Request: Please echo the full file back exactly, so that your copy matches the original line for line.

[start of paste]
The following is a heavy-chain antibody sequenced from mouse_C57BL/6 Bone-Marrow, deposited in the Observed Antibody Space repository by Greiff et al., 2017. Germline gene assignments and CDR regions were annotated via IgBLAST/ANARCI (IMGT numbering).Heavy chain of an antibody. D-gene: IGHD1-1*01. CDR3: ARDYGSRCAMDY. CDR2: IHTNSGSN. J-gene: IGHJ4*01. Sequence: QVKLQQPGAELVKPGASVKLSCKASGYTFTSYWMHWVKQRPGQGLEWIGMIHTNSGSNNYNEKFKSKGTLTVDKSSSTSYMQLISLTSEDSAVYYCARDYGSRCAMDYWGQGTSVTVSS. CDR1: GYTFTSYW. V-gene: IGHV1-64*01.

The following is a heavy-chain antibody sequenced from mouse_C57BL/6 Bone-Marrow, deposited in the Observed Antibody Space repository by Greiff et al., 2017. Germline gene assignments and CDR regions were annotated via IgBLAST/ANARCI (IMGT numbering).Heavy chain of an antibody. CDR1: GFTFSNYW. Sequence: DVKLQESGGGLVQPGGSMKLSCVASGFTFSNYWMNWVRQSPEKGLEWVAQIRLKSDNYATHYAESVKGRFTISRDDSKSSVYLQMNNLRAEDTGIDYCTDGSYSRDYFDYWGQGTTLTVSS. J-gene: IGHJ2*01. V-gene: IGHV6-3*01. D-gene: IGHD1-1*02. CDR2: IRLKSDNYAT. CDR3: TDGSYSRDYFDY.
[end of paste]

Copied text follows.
The following is a heavy-chain antibody sequenced from mouse_C57BL/6 Bone-Marrow, deposited in the Observed Antibody Space repository by Greiff et al., 2017. Germline gene assignments and CDR regions were annotated via IgBLAST/ANARCI (IMGT numbering).Heavy chain of an antibody. D-gene: IGHD1-1*01. CDR3: ARDYGSRCAMDY. CDR2: IHTNSGSN. J-gene: IGHJ4*01. Sequence: QVKLQQPGAELVKPGASVKLSCKASGYTFTSYWMHWVKQRPGQGLEWIGMIHTNSGSNNYNEKFKSKGTLTVDKSSSTSYMQLISLTSEDSAVYYCARDYGSRCAMDYWGQGTSVTVSS. CDR1: GYTFTSYW. V-gene: IGHV1-64*01.

The following is a heavy-chain antibody sequenced from mouse_C57BL/6 Bone-Marrow, deposited in the Observed Antibody Space repository by Greiff et al., 2017. Germline gene assignments and CDR regions were annotated via IgBLAST/ANARCI (IMGT numbering).Heavy chain of an antibody. CDR1: GFTFSNYW. Sequence: DVKLQESGGGLVQPGGSMKLSCVASGFTFSNYWMNWVRQSPEKGLEWVAQIRLKSDNYATHYAESVKGRFTISRDDSKSSVYLQMNNLRAEDTGIDYCTDGSYSRDYFDYWGQGTTLTVSS. J-gene: IGHJ2*01. V-gene: IGHV6-3*01. D-gene: IGHD1-1*02. CDR2: IRLKSDNYAT. CDR3: TDGSYSRDYFDY.